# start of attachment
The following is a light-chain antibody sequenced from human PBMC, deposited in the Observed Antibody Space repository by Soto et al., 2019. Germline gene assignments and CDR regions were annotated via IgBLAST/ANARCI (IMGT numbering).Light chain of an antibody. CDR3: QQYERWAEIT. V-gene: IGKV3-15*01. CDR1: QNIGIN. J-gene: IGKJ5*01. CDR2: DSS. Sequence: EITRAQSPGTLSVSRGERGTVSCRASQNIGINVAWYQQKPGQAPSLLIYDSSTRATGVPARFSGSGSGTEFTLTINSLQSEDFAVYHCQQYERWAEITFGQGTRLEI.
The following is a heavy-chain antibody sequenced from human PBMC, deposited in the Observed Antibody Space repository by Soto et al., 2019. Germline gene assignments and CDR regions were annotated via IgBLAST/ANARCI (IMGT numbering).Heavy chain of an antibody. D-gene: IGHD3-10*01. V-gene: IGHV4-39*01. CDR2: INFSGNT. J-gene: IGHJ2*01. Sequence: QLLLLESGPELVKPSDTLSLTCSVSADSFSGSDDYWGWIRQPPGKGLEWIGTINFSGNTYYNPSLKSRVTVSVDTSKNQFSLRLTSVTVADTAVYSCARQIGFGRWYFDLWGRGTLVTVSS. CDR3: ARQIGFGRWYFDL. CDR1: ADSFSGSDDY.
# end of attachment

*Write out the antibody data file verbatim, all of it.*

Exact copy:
The following is a light-chain antibody sequenced from human PBMC, deposited in the Observed Antibody Space repository by Soto et al., 2019. Germline gene assignments and CDR regions were annotated via IgBLAST/ANARCI (IMGT numbering).Light chain of an antibody. CDR3: QQYERWAEIT. V-gene: IGKV3-15*01. CDR1: QNIGIN. J-gene: IGKJ5*01. CDR2: DSS. Sequence: EITRAQSPGTLSVSRGERGTVSCRASQNIGINVAWYQQKPGQAPSLLIYDSSTRATGVPARFSGSGSGTEFTLTINSLQSEDFAVYHCQQYERWAEITFGQGTRLEI.
The following is a heavy-chain antibody sequenced from human PBMC, deposited in the Observed Antibody Space repository by Soto et al., 2019. Germline gene assignments and CDR regions were annotated via IgBLAST/ANARCI (IMGT numbering).Heavy chain of an antibody. D-gene: IGHD3-10*01. V-gene: IGHV4-39*01. CDR2: INFSGNT. J-gene: IGHJ2*01. Sequence: QLLLLESGPELVKPSDTLSLTCSVSADSFSGSDDYWGWIRQPPGKGLEWIGTINFSGNTYYNPSLKSRVTVSVDTSKNQFSLRLTSVTVADTAVYSCARQIGFGRWYFDLWGRGTLVTVSS. CDR3: ARQIGFGRWYFDL. CDR1: ADSFSGSDDY.